The dollar ascended close to a two-decade high on Tuesday, as investors geared up for another aggressive interest rate hike from the Federal Reserve, the main focus in a week packed with central bank meetings.
The Fed started a two-day meeting on Tuesday, with rate futures traders pricing in an 83% chance of a 75 basis-point hike and a 17% probability of a 100 bps of tightening.
The dollar index was on track for its fifth weekly gain in six and was last up 0.5% at 110.10 <=USD>, just below a more than 20-year high of 110.79 touched earlier this month.
So far this year, the dollar has soared roughly 15%, on pace for its largest yearly percentage gain in 41 years.
“It’s difficult to see the top for the dollar at the moment. Short-term forces are driving demand for the dollar: the combination of weak risk sentiment, fears of global recession, a hawkish Fed, and the war in Ukraine,” said Vassili Serebriakov, FX strategist, at UBS in New York.
“The dollar will turn lower once U.S. inflation peaks and global economy bottoms, but we’re not there yet,” he added.
Also on Tuesday, Sweden’s central bank raised rates by a full percentage point. The rate hike by the Riksbank was larger than analysts had expected, causing the Swedish crown to briefly spike against the euro and dollar.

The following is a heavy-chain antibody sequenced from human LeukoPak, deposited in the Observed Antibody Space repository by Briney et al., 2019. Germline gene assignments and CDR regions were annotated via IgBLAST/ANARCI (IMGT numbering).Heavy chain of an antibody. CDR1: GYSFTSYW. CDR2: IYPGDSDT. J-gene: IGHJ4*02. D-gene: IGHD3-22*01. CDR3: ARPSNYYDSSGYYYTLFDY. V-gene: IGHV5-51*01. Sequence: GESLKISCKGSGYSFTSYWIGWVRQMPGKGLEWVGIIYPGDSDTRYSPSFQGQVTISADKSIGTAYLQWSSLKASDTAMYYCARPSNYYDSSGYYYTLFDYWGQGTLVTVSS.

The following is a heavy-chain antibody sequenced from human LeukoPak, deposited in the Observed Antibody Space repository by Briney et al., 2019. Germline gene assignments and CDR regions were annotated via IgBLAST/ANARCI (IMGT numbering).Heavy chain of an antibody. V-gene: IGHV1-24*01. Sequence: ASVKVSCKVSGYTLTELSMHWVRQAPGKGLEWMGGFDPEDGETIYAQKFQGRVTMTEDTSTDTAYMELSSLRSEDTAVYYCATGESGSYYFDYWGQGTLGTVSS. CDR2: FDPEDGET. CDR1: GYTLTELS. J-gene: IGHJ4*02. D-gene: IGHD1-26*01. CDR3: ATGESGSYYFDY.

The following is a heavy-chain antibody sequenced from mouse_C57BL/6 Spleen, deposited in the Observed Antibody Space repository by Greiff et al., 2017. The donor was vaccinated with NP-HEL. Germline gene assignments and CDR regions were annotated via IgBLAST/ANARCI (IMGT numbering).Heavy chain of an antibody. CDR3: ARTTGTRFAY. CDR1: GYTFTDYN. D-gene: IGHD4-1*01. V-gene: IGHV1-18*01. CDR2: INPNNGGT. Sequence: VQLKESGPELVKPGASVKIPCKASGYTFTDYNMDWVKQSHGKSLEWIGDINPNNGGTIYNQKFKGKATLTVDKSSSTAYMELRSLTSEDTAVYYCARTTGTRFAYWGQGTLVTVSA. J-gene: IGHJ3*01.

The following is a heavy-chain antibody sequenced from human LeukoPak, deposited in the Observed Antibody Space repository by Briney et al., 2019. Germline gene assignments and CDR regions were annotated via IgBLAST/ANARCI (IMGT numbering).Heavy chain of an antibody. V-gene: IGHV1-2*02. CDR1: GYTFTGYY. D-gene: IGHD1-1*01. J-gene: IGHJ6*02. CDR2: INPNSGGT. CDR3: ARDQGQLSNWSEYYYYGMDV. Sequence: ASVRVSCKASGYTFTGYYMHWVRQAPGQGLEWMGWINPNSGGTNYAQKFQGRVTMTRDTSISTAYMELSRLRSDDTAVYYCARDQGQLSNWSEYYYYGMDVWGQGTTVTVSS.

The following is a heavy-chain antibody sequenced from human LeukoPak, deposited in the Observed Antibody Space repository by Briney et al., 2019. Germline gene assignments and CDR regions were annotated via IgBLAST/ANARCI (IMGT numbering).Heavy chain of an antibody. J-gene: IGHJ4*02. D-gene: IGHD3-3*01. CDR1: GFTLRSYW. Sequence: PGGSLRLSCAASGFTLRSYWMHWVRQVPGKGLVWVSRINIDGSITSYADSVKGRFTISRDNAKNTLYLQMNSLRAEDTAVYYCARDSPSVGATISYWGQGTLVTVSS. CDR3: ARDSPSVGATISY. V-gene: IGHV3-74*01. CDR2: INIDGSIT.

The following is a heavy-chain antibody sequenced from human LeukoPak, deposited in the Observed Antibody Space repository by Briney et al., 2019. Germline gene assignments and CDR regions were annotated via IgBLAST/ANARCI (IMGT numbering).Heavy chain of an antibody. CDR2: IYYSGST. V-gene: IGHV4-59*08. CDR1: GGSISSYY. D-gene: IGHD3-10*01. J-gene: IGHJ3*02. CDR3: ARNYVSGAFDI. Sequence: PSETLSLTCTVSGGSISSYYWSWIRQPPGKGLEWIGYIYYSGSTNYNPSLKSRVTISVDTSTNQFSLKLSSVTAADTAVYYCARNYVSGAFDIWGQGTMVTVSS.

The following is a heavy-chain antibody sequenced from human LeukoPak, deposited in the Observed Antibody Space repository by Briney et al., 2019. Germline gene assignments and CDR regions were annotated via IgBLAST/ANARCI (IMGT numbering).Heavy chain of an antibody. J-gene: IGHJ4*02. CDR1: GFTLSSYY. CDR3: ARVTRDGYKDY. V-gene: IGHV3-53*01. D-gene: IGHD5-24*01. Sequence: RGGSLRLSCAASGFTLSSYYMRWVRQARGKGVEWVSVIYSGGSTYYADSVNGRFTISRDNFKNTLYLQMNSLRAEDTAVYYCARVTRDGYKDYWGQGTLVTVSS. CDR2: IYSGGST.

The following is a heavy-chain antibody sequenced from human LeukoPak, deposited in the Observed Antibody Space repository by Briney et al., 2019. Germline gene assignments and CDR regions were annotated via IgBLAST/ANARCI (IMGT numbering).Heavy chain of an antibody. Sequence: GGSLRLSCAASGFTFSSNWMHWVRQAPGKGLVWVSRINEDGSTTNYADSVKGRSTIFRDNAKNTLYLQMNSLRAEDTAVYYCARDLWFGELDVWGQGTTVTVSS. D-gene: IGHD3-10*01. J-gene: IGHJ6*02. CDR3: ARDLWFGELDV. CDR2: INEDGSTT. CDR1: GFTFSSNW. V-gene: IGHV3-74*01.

But it failed to retain that strength. The euro extended recent gains, climbing to a fresh six-month top of 10.8808 crowns. The euro was last up 0.6% at 10.8630. The dollar also climbed 0.6% to 10.8994 crowns.
“In a way, this was an attempt by the Riksbank to lift the krona, but it failed, and it’s not surprising,” said Francesco Pesole, currency strategist at ING.
He said the relationship between European currencies and central bank policies had been breaking down as markets increasingly traded on Europe’s energy and growth outlook instead.
is sensitive to rate policy expectations, rose as high as 3.992%, its highest since November 2007.
The euro slid 0.6% to $0.9966, after dropping as low as $0.9864 on Sept. 6 for the first time in two decades.
Europe’s single currency failed to get a boost even after European Central Bank President Christine Lagarde said the bank may need to raise rates to a level that restricts economic growth to cool demand and combat unacceptably high inflation.
The beaten-down sterling fell 0.5% to $1.1385.
The Bank of England will decide on rate policy on Thursday, and investors are split over whether a 50 or 75 bps hike is on the way.
The Bank of Japan also meets this week but is widely expected to keep its ultra-easy stimulus settings unchanged – including pinning the 10-year yield near zero – to support a fragile economic recovery.
The yen has slumped this year due to this policy and the dollar was last up 0.4% on the Japanese currency at 143.78, continuing a week-long consolidation after climbing as high as 144.99 on Sept. 7 for the first time in 24 years.
The Japanese currency has plunged nearly 20% against the dollar so far in 2022.